Destiny seems to be one of those games that you love to hate and hate to love, yet three years after release I still find myself neck deep in this highly contentious but clearly robust shared-world shooter. Developed by Bungie and published by Activision in 2014, Destiny generated a lot of excitement in the lead up to release, but sadly it left a lot of gamers feeling shortchanged when they finally got to play it. With the hype train having well and truly left the station for Destiny 2, I thought it might be prudent to cast a retrospective gaze back on a game that has both driven me insane and stolen hundreds of hours of my life.
My journey with Destiny started, as most did, with some lofty promises and a tonne of kick-ass concept art. Bungie had big shoes to fill after departing from their hugely successful Halo franchise, but if anyone could build a solid and exciting sci-fi shooter, these were the guys to do it. When the beta landed and my Guardian was resurrected for the first time (of many), I truly felt a sense of wonder at the potential of this game. My PC always leaned closer to the potato side, so I had almost no experience with MMORPGs and the prospect of diving into the post-golden age wasteland with my friends was thrilling. The world was beautiful, the enemies were awesome and finding sweet-looking loot made the journey feel all the more rewarding. During the beta I felt like I was already building my legend and it was an almost painful wait to jump back in once the beta eventually closed.
After what seemed like a lifetime, D-Day finally arrived. I was working the day the game launched, but on the promise of ten guilt-free cups of tea, my wife made the trek into town and picked up my super-duper collector’s edition. Not only that, she also installed the game and day one patch so that it was ready and waiting for me to come home. Despite having played through the opening of the game before, that night I fell for Destiny all over again. It really is a lovingly crafted experience and forging my Hunter into a hero of light was such a great feeling. I tore through the story and with my friends we conquered all that ‘The Darkness’ (Destiny’s main adversary, not the glam rock band) could throw at us. I have so many great memories of fighting back hordes of enemies as my mates franticly searched for ammo, or using my super ability at the perfect time, saving the team from a complete wipe. I even made more friends along the way, randomly stumbling across a public event and offering help, turning strangers into allies. Playing Destiny in the early days is definitely something I thoroughly enjoyed, but that’s not to say the game was infallible.
Attack on Titans
Almost from day one, Destiny was plagued with complaints about a lack of content. While everyone loved the beta, what we didn’t realise at the time was that we’d already played pretty much a third of the final game. Only hours after release, a lot of gamers had already reached the end game and were left with a sense of, “Is that all?” It seemed as though the developers had chosen to banish most of the lore and story to a card system, accessible only outside of the game. Not only that but the main narrative was so convoluted and sparse, beating the final boss had almost no pay off. The release of the six-person raid injected some life back into the game and rallied its quickly declining fan base, and undeniably made for some amazing gaming moments. However it didn’t take long for the Vault of Glass to also feel repetitive, forcing you to grind for hours with the small chance that you might get some better gear.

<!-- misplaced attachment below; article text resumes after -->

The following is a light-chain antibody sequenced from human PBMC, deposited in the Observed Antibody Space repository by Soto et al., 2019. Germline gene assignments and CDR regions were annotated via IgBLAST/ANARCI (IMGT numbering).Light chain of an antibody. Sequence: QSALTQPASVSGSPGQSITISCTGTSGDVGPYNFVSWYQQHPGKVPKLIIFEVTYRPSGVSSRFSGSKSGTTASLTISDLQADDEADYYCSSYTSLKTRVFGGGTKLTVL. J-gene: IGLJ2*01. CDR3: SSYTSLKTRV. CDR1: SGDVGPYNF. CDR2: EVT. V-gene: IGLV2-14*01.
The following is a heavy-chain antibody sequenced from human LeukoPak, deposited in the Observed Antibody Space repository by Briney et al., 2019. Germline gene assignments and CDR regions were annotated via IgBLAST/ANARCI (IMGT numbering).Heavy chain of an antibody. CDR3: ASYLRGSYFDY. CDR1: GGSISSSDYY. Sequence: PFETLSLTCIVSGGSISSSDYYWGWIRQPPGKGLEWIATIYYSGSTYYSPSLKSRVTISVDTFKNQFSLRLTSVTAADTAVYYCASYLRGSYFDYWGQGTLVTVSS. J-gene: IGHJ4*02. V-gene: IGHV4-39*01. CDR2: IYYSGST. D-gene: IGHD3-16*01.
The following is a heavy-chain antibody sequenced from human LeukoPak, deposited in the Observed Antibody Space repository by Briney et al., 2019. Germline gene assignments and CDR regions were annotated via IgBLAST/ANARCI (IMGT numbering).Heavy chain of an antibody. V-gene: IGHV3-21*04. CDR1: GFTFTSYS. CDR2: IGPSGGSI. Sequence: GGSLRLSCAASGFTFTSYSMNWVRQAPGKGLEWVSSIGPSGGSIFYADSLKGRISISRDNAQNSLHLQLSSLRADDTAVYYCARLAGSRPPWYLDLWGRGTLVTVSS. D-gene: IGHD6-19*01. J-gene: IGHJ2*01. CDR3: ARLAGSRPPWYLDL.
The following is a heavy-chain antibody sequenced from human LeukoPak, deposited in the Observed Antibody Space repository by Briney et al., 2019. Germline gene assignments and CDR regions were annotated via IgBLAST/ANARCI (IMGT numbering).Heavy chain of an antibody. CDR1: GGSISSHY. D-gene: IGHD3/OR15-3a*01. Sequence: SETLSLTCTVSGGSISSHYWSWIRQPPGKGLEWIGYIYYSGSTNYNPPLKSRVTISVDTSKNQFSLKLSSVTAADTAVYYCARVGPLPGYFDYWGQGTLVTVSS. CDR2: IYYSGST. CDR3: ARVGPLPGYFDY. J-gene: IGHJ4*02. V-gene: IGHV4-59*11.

Of course, Destiny also offers a competitive PvP mode, which still boasts a dedicated player base to this day. A multitude of frenetic game modes pit you against other Guardians and on a good day, fighting against other players in the Crucible can feel intensely rewarding. However, even this side of Destiny is not without its complaints, with countless reports of cheating, intentional lag-switching and of course, grossly unbalanced weapons and abilities. To their credit, Bungie have always worked hard address these concerns, which is why you can still see thousands of players on Destiny every weekend for the Trials of Osiris.
Rare image of a hammer getting nailed
If you find yourself asking, “So, why do you keep playing this game?” you’re not alone. For all its flaws, Destiny still manages to retain players in a way that similar games (like The Division) just don’t. In the years since vanilla Destiny, Bungie have released some outstanding expansions, adding layers of depth to the lore and more importantly, playable content. Conquering the intense and complicated raids became a weekly ritual and the ever-growing Grimoire felt like a favourite novel. Despite the hefty price tag, these DLC packs allowed me to reunite with friends and once again experience that feeling of shared excitement and sense of achievement. Sure, we could have played other games together, and sometimes we did, but there was just something special about Destiny that made the experience different and ultimately worthwhile. As awesome as the world of Destiny is, it was that sense of community that kept drawing me back in. Some of my favourite nights of gaming were spent in a party of six, showing off, bickering and of course, saving each other’s skins.
So as my time with Destiny draws to a close, I look back fondly at the almost 1000 hours I’ve spent in the game. Sure, I played the same repetitive content over and over again, but I did it with such a great group of people, each time felt like a new experience. As all the weapons and armour I gathered over that time turn into digital dust, I’m ready and waiting to dump another 41 days into Destiny 2, just as long as I have an awesome fire team to do it with.
Tl;dr: It’s a problematic fave.